Your plants will find the water with this method. That’s what roots are for, but you don’t want your plant swimming in the water and constantly soaking. To this container, we will add just one shoot that we sprouted off an organic sweet potato we bought at the store. Before we go into that, we want to show you a similar pot where we didn’t use this plastic bottle method. You see, the plants are dry. The soil is dry. With the water source at the bottom in this water bottle method, the soil stays well hydrated.
One huge advantage to this container method is the ability to move the plant to whatever piece of your yard has the right amount of sunlight and the best growing conditions.
Sweet potatoes are planted from offshoots, not seeds. Sweet potatoes are a viny plant. Wherever they touch the soil, they can take root and make more tubers at that location. Over this last year, we have tried several different sprouting methods. The method of burying them halfway in soil wasn’t very successful for us. The process of putting toothpicks in them and soaking them in water like you might an avocado pit was 50% successful. We used two sweet potatoes and got one to give me one shoot. We tried it with Tumeric as well, and that wasn’t successful. If you try to get your own shoots from store-bought sweet potatoes, ensure they are organic, as non-organic may be sprayed with a sprout-inhibiting chemical. If you buy them organic, you can sometimes get a spontaneous shoot to develop. If you moisten that or put it halfway in damp soil, it will likely grow for you.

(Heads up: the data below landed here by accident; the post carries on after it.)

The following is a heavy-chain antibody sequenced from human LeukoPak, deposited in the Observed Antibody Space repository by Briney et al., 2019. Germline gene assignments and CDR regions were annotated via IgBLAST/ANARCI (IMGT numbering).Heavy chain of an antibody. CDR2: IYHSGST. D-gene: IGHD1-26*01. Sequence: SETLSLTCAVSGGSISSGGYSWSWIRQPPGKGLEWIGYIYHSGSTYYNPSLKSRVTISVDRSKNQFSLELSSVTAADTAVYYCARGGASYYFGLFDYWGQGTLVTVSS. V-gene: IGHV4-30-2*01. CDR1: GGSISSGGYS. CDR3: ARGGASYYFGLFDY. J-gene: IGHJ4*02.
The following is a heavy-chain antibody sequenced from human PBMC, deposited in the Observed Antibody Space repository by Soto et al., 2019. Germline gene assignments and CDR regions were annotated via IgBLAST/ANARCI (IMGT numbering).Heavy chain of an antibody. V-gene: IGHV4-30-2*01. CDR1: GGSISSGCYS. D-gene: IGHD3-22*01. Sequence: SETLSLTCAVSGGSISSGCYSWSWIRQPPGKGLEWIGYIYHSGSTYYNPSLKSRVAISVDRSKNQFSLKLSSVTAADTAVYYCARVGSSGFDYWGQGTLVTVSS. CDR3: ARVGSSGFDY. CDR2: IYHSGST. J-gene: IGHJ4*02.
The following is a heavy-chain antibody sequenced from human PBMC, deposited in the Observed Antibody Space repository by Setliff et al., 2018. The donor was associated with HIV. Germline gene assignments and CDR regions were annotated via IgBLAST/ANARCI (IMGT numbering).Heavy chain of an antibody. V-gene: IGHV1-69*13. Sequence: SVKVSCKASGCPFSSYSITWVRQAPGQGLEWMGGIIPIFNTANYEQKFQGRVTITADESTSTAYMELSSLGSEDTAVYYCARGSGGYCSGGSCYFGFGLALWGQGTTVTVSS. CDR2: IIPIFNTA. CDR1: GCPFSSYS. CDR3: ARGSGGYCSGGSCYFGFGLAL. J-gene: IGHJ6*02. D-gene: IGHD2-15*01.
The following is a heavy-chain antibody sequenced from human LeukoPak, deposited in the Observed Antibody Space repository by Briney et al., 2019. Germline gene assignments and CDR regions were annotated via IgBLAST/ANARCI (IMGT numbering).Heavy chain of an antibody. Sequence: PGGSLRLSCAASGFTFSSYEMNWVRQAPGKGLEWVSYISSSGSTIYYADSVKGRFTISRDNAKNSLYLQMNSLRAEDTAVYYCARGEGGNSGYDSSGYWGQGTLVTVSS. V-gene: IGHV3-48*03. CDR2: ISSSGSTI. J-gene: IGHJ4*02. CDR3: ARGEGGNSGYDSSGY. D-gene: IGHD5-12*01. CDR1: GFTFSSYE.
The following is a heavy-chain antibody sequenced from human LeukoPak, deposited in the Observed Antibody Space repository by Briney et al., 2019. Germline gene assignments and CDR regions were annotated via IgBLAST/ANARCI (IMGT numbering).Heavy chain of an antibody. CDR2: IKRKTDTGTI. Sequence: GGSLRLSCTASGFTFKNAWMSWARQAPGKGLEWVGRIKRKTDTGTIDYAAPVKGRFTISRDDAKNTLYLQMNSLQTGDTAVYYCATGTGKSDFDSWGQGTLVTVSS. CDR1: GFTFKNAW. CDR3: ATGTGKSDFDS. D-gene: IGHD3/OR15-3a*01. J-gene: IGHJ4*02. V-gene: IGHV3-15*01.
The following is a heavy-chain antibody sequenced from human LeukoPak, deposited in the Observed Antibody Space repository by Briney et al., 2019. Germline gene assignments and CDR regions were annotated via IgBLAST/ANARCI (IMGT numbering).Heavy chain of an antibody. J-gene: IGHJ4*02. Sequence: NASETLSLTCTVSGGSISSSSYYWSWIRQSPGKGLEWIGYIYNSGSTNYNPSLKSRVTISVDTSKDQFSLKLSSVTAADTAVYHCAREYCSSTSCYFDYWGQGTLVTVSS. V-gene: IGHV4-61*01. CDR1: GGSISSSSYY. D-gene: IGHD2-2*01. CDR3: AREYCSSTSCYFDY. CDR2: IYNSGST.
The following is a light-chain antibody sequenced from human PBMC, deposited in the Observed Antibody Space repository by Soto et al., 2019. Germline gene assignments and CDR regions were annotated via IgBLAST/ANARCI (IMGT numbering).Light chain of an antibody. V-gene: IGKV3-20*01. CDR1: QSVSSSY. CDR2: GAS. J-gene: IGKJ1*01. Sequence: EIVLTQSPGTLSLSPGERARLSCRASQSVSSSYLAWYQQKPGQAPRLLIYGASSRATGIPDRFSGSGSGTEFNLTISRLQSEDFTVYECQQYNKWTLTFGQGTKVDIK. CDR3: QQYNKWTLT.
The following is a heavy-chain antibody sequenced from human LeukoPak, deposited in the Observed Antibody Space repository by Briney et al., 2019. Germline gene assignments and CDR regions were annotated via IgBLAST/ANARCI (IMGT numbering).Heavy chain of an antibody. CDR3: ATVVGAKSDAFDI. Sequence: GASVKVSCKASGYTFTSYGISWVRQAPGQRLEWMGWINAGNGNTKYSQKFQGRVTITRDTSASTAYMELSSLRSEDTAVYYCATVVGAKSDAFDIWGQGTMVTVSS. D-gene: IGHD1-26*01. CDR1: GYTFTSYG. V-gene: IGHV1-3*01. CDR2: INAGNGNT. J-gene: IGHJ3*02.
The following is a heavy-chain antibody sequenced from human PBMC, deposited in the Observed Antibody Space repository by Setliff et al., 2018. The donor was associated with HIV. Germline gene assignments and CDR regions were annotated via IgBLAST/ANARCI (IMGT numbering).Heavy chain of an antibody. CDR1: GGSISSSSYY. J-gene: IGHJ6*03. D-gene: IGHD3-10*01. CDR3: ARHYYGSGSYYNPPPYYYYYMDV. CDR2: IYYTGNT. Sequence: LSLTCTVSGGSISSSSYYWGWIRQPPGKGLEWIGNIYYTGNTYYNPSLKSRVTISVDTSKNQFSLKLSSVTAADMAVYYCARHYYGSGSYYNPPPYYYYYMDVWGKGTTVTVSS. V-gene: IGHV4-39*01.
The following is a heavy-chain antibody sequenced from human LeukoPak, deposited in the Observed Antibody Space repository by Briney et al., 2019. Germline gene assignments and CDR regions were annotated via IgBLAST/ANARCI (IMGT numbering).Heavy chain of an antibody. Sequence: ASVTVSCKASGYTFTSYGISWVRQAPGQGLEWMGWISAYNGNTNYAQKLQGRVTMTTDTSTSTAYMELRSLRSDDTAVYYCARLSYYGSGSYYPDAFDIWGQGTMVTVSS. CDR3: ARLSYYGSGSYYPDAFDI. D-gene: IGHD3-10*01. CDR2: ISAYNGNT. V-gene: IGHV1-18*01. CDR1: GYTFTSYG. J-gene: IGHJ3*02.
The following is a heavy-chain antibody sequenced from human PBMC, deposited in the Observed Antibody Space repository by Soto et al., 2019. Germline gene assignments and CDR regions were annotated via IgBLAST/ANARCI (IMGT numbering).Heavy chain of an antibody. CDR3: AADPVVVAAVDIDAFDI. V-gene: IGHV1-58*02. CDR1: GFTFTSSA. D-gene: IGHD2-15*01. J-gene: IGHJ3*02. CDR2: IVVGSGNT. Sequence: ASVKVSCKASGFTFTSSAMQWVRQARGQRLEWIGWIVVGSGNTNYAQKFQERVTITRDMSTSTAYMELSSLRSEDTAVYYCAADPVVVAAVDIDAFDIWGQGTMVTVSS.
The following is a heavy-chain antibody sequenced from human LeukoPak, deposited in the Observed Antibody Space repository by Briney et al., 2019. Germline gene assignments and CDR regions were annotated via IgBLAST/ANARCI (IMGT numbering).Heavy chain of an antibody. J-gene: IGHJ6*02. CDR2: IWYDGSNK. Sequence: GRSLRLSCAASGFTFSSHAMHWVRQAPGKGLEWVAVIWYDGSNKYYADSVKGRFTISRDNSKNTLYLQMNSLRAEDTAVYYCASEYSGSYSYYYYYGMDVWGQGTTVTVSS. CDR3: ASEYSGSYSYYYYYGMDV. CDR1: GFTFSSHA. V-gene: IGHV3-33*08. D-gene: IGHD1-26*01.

We wanted different varieties than at my local stores, so we ordered shoots from a well-known agricultural operation in Missouri. We will plant a Korean Gold variety in one container and a Myanmar Purple in the other. As an experiment, we placed them in two different sections of my yard, both with partial shade. We came to realize that the placement for these didn’t matter as much as they enjoy the full sun, so when they were hardened off well enough, we put all the containers together as if they were all huddled on a patio.